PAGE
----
There was only one psychiatrist in the country at the time. It is impossible for 1 psychiatrist to be able to tend to over 1 million victims. In addition, E. S. Grant Mental Health Hospital was the only hospital for patients with mental illness. The hospital only had 80 beds, which left almost all those with traumatization unattended for.[11]

HIV/AIDS

HIV/AIDS is one of the biggest diseases that has affected and is affecting Liberia to date. At any given time 33,000 people are living with HIV in Liberia of whom nearly 60% are female. Due to Liberia's incapability to treat this disease only about 1.2% of those affected survives the disease. The youth in Liberia is one of the biggest contributors to the extensive post-conflict HIV/AIDS problem. This is due to risky unprotected sex among adolescents without any form of contraception. A new social marketing condom program is being introduced to adolescents in vulnerable areas of the country in order to stop the spread of the disease and to minimize many preventable deaths throughout the country. In a 2012 study conducted by the African Health Sciences organisation over 20,400 condoms were provided to males and 316 to females in over 87 sites throughout Liberia. Communities were informed how to provide awareness of the dangers of HIV AIDS and how easily it can be prevented through the method of safe sex. Through the help of Population Services International in 2012 alone, the provision of contraception is estimated to have prevented 4.7 million unintended pregnancies and 13,600 maternal deaths, and to have provided 19 million couples with protection.

Malnutrition and starvation

Liberia is one of the most poverty-stricken countries in the world. The national human development organisation has stated that 75% of Liberia's people live of less than a dollar a day. Malnutrition is widespread: 40% of children have unnatural stunted growth and 7% of Liberia's population have highly acute malnutrition. This high level of starvation and malnutrition is linked to a major lack of food and the high level of early teenager mothers who have little knowledge of how to look after or treat their babies. The teenage mothers are usually single, sometimes due to rape. These unprivileged teenage mothers are too embarrassed to even breastfeed their babies to supply the nutrients they need to survive. They feel completely robbed of their freedom.[12] One of the most major contributors to a dire lack of food in Liberia is Ebola. Ebola is heavily attacking Liberia's food supply leaving 4.1 million people to try and survive the epidemic on their own accord, with many families or even kids on their own having to travel long distances to try access clean water or bags of wheat or flour for their families in order to even try survive. 85% of families in Liberia have been forced to eat fewer meals, even as low as just one meal a day.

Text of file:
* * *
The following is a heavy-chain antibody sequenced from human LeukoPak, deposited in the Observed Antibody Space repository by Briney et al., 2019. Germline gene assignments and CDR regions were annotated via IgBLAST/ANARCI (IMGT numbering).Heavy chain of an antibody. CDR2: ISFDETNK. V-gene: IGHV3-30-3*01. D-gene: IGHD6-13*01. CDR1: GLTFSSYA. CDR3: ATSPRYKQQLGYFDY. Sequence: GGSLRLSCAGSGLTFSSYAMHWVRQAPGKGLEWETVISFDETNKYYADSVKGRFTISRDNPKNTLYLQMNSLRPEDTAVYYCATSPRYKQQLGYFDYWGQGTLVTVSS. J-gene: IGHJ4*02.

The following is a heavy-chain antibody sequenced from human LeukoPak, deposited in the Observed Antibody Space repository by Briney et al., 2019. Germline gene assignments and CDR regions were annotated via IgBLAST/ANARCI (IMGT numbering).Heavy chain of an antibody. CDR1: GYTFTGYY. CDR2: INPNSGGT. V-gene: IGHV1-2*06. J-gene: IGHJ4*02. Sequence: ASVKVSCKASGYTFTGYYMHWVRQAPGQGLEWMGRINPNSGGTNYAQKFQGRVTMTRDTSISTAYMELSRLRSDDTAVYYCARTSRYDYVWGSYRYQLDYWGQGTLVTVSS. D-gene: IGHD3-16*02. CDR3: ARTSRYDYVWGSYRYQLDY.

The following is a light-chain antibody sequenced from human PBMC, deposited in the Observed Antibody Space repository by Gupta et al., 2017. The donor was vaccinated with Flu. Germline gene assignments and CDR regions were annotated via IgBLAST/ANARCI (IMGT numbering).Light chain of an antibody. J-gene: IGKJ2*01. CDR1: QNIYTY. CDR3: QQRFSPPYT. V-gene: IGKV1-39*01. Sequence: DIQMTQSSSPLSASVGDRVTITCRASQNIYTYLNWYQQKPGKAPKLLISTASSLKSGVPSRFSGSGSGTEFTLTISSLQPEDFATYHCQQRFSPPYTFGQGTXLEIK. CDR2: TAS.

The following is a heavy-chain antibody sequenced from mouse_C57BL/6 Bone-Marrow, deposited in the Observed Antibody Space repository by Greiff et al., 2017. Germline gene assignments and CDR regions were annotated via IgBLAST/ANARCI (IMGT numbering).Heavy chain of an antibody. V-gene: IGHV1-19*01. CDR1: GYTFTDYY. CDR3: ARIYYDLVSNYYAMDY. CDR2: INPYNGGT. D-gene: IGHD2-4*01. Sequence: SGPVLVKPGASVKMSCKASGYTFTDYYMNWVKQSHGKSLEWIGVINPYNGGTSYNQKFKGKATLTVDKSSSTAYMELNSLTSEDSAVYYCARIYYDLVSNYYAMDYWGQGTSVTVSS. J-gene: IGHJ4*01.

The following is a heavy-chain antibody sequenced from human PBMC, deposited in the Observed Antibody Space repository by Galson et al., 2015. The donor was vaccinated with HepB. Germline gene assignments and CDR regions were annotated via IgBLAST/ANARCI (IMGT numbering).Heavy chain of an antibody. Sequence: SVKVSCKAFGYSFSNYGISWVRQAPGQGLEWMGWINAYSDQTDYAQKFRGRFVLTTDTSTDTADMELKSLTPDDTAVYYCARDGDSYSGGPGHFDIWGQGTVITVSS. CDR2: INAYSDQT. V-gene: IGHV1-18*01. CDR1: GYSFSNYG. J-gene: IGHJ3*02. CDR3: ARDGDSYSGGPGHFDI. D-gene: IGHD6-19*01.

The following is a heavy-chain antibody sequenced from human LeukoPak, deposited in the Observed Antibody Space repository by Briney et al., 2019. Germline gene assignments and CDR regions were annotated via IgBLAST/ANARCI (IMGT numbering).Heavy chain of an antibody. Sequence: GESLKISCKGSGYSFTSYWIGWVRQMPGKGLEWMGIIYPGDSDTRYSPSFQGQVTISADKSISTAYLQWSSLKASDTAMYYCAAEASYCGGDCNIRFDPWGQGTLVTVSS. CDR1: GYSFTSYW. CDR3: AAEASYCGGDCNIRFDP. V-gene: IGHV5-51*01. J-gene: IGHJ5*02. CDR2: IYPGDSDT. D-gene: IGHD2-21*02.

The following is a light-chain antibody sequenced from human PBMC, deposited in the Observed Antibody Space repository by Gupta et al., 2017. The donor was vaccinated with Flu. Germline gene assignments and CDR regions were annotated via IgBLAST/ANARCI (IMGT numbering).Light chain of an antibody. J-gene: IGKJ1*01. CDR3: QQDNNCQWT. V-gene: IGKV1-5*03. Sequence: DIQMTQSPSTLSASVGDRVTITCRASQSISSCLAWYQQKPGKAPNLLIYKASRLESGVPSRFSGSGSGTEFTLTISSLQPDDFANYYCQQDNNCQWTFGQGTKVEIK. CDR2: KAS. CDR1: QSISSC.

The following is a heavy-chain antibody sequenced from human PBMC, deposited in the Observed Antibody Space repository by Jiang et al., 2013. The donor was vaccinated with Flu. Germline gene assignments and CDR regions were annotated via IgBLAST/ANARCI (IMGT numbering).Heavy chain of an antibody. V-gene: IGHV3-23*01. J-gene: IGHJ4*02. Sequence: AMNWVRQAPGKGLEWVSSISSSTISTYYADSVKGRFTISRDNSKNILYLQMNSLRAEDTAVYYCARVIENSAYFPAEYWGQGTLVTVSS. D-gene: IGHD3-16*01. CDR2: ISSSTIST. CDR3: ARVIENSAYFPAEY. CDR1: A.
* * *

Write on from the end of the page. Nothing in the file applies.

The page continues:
UNICEF and non-governmental organizations, or NGOs, are working with the Ministry of Health to increase the awareness malnutrition, and make it a top priority of the country. Providing nutrition services is a major priority for the government, and it forms an important part of the National Health Policy. In 2008, the health ministry developed a nutrition policy, which became a good start from the service’s promise.[13] With this new policy, the health ministry aims to reduce the 39% chronic malnutrition rate by one-third by 2011, and fix one of the greatest issues of Liberia.

Water and sanitation

After the thirteen year long civil war, populations in the slums of Liberia skyrocketed. At this point around 60% of the population, or 2.5 million people, do not meet the poverty line. The people were left with little choice of where to obtain water or sanitation. To date Liberia still lives with bad sanitation conditions, with up to 10 people sharing the same toilet without disinfectant and an extreme lack of clean consumable water. For every four people living in Liberia, there is one living without access to any clean drinking water or substantial sanitation. Every five deaths that occur in Liberia is due to people drinking contaminated drinking water. Due to extreme public defecation, the World Health Organisation discovered that 58% of Liberia's water was contaminated with E coli. The E coli present in the water cause many illnesses such as diarrhea and vomiting throughout the population. The water crisis in Liberia has reached catastrophic levels. Action has been taken by many non-profit organizations, one of which is called Waves for Water who are providing water filters for clean drinking water to over 60,000 Liberian people.